While at Gencon 50 in August, we got to sit down with Chris Birch, the founder and Publisher of Modiphius. We had a wide ranging conversation about various games his company is publishing and developing. Yesterday we published our review of Star Trek Adventures, their Star Trek RPG, and our interview with him regarding where we stand with Star Trek now that the core book has been release. From there we moved onto their latest licensing game venture, Fallout: Wasteland Warfare a tactical tabletop wargame.
This interview is lightly edited for grammar and readability. Also, one of the answers was out of date. We updated it with current information and placed that in brackets.
Nerd Union: Where are we at on the production cycle on Fallout: Wasteland Warfare?
Chris Birch: Well, we’re 70 sculpts in. We’re doing test production, which is what you can see here at the moment, and we are sort of in the final stages of play testing, balancing the units and point values. And we start pre-order in about 3 weeks [this interview was conducted at Gencon 50, on August 21, 2017. Pre-order is currently live on modiphius.com]. It will ship to preorder customers [in March 2018].
NU: How do you feel this tabletop game differs from other tabletop board games?
CB: Well, it’s a classic war game you know. You can play anywhere from 3 and 30 figures. Typical games can be like 10-15 miniatures, and you can just play for caps, unless you capture an objective. But you’ve got a story side to it as well. So, you can play solo against the wasteland. Things can bite back. You can go searching through Nuka-Cola machines, or consoles to try and find gear and caps. You’ll discover roving enemies, or sort of dangers of the wasteland, and radiation storms, that kind of thing. Yet, there are story based scenarios that gradually evolve the storyline, and you get more and more caps which you can invest in your settlement, or your character or your leader, your perks. So you might want to invest in a weapon workbench cause if you find cool weapon on the battlefield you can use it for the game, but then it breaks cause you haven’t got the means to keep it repaired. So, you gradually evolve your crew, get to buy more crew, you know put more into your settlement so it gets you more perks, or benefits, in the game. And in the story you’ll gradually evolve, and it has consequences as well. So, that’s really good. I love solo playing games. I was a solo war gamer as a kid, so I really wanted to make sure that you could have a really fun experience. And you can play co-op as well. So we can team up against the game, pool our spare Super Mutants and play a Brotherhood of Steel base against Super Mutants. One of the big expansions will let you actually build your base, and try different base defense strategies against your friends or against the game.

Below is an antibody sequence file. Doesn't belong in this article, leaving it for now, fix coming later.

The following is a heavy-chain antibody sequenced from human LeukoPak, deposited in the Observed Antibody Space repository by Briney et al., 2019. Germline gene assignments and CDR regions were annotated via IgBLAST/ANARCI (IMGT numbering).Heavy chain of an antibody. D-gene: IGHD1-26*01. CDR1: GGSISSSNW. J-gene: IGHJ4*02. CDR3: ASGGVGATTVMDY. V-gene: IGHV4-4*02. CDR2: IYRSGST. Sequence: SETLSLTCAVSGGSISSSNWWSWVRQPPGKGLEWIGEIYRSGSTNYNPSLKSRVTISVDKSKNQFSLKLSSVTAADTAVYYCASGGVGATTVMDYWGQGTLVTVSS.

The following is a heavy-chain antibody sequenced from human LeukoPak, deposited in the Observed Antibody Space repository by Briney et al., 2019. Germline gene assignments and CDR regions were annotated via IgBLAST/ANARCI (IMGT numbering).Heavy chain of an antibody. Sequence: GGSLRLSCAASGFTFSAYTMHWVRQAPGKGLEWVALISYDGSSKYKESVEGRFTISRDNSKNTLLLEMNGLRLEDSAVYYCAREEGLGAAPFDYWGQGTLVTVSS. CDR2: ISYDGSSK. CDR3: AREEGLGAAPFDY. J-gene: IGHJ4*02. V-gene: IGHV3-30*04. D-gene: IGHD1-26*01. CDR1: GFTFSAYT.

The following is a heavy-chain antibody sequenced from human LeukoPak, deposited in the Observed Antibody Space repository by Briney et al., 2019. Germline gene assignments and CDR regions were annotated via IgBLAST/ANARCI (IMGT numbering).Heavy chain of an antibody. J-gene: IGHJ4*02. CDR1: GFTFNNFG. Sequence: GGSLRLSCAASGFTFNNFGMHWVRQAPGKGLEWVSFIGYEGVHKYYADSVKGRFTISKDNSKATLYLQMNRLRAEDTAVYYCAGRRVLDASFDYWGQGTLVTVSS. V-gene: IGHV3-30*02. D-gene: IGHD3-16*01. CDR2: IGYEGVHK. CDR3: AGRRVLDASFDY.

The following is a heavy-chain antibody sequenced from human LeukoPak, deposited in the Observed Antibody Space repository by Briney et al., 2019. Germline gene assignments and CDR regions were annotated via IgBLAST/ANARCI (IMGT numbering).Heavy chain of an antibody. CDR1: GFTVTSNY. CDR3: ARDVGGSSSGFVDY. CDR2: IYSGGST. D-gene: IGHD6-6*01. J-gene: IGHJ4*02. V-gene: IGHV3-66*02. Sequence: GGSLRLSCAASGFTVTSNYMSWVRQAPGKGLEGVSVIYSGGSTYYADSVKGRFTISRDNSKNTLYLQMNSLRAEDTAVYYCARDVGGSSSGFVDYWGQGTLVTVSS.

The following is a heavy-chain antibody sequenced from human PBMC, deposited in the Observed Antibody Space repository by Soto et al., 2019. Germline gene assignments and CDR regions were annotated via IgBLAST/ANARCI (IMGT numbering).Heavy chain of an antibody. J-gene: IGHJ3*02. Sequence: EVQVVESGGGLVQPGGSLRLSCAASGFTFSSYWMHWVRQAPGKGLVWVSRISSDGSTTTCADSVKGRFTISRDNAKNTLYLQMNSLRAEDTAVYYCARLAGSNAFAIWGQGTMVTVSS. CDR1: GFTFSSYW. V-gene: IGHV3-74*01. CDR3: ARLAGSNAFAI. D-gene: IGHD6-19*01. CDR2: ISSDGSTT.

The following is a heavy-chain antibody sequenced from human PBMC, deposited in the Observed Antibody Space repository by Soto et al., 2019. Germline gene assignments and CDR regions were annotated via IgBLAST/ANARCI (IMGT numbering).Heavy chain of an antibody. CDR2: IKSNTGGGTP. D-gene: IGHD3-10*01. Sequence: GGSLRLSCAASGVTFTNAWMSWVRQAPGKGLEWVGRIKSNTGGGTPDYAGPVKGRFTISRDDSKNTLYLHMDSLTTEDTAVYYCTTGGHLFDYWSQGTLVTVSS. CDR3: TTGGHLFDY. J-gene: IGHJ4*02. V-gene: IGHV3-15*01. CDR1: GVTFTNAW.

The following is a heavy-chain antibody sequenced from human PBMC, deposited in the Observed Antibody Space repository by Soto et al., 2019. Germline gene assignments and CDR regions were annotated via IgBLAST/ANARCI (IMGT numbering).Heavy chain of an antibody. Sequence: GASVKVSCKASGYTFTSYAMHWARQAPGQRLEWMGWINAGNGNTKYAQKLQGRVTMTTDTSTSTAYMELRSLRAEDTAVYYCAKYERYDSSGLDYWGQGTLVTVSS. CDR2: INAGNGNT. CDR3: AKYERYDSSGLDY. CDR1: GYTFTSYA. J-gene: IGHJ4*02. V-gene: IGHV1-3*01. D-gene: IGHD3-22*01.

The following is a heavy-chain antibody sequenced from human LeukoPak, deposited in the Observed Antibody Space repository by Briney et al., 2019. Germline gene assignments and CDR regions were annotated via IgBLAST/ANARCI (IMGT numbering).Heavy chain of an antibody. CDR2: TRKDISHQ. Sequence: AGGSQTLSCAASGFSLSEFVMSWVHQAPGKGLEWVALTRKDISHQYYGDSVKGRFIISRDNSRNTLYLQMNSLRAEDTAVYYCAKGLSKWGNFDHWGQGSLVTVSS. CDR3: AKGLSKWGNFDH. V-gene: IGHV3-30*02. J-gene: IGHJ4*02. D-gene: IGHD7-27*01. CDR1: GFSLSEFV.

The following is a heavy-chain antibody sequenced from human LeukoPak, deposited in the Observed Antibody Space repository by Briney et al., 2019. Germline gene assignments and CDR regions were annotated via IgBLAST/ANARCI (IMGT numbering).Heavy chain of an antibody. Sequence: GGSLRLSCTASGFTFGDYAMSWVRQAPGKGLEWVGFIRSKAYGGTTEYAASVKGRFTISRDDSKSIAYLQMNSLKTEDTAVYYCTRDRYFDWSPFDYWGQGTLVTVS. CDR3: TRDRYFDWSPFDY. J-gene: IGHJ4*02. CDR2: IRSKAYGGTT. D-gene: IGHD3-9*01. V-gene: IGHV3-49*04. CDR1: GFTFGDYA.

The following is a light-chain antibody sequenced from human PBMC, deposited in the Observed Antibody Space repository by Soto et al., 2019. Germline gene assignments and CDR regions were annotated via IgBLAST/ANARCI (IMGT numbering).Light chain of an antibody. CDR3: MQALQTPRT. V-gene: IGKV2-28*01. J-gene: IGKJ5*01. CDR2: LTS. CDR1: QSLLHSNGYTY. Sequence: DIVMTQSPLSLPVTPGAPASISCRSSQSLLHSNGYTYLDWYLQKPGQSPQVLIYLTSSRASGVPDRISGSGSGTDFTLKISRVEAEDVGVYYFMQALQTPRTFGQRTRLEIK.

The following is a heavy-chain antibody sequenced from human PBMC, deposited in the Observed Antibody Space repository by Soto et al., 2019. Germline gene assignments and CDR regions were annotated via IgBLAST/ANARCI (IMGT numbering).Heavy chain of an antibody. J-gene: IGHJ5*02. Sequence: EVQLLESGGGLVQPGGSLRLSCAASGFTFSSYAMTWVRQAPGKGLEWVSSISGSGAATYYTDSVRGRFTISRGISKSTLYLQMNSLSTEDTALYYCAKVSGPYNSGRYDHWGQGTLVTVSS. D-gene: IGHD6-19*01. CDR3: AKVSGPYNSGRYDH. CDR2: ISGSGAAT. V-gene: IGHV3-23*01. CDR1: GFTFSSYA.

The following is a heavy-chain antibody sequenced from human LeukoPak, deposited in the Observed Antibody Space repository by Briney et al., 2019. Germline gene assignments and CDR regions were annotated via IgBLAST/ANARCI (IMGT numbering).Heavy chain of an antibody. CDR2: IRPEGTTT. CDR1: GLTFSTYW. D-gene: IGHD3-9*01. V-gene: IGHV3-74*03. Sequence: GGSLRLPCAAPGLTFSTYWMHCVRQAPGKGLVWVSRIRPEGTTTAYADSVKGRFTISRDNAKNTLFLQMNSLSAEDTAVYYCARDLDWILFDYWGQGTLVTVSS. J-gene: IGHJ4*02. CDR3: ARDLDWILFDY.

NU: Okay, so solo play versus multi-play, I assume you’re going to have a close player relationship like you do with your previous games. Is there going to be a tournament structure?
CB: Yes. Now, as I said before you can play player vs player very easily. That’s the core of the game, but we built a lot of this narrative side onto it. So, our goal is to support the community in helping to do tournament structure. We’re going to have evolving points values. We’re going to put the points values in the base set, but the community will be able to give us feedback on on whether thats really a 27 points unit and not a 22. So, we will listen to the community and slowly evolve the points. So there will be a tournaments structure, but there’s also going to be a campaign events structure where the point isn’t about trying to beat everyone, but basically this is the launch of this new campaign, so everyone gets it for taking part, and then, you know, there’s going to be this exclusive figure that’s first available there, and, you know, you’ll be the first people to try this narrative missions set. So, it’s sort of a story based event.
NU: Will that story sort of effect everyone elses’ story later on once it’s completed?
CB: Well, you know it might be because we like doing living campaigns for the role playing games, so it might be how we see how people finish that game, and maybe that will affect the next mission. I like doing stuff like that, yes.
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NU: What were some of the struggles of adapting a video game RPG game into a tabletop experience?
CB: Of course the video game does everything for you, and makes playing the game very simple, so we just want the tabletop game to feel like that experience. So, you know, it’s been quite tricky and we’ve gone through some redesigns to make the process of playing, the dice, the unit stance, the gameplay act like the game acts. So, it is always a tricky balance